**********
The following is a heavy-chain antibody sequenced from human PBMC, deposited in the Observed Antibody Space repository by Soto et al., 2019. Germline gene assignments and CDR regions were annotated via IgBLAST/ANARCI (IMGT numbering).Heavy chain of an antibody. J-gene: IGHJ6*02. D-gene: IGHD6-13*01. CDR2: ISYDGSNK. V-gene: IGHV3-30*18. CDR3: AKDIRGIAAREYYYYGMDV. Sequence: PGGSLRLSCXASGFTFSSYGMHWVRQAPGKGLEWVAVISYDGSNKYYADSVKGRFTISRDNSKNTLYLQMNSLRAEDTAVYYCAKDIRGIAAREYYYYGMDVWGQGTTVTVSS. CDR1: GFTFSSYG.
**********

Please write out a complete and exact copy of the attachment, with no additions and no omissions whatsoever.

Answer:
The following is a heavy-chain antibody sequenced from human PBMC, deposited in the Observed Antibody Space repository by Soto et al., 2019. Germline gene assignments and CDR regions were annotated via IgBLAST/ANARCI (IMGT numbering).Heavy chain of an antibody. J-gene: IGHJ6*02. D-gene: IGHD6-13*01. CDR2: ISYDGSNK. V-gene: IGHV3-30*18. CDR3: AKDIRGIAAREYYYYGMDV. Sequence: PGGSLRLSCXASGFTFSSYGMHWVRQAPGKGLEWVAVISYDGSNKYYADSVKGRFTISRDNSKNTLYLQMNSLRAEDTAVYYCAKDIRGIAAREYYYYGMDVWGQGTTVTVSS. CDR1: GFTFSSYG.